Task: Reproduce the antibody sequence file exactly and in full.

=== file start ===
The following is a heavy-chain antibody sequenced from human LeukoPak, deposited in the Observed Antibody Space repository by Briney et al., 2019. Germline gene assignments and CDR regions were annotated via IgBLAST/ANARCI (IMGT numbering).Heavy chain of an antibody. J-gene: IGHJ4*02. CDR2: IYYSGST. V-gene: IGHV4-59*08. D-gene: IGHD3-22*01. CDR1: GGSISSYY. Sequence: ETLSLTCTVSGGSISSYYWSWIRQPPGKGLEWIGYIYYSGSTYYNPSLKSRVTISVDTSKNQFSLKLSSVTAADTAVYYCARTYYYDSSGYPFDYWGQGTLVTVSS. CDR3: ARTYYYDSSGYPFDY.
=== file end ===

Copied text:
The following is a heavy-chain antibody sequenced from human LeukoPak, deposited in the Observed Antibody Space repository by Briney et al., 2019. Germline gene assignments and CDR regions were annotated via IgBLAST/ANARCI (IMGT numbering).Heavy chain of an antibody. J-gene: IGHJ4*02. CDR2: IYYSGST. V-gene: IGHV4-59*08. D-gene: IGHD3-22*01. CDR1: GGSISSYY. Sequence: ETLSLTCTVSGGSISSYYWSWIRQPPGKGLEWIGYIYYSGSTYYNPSLKSRVTISVDTSKNQFSLKLSSVTAADTAVYYCARTYYYDSSGYPFDYWGQGTLVTVSS. CDR3: ARTYYYDSSGYPFDY.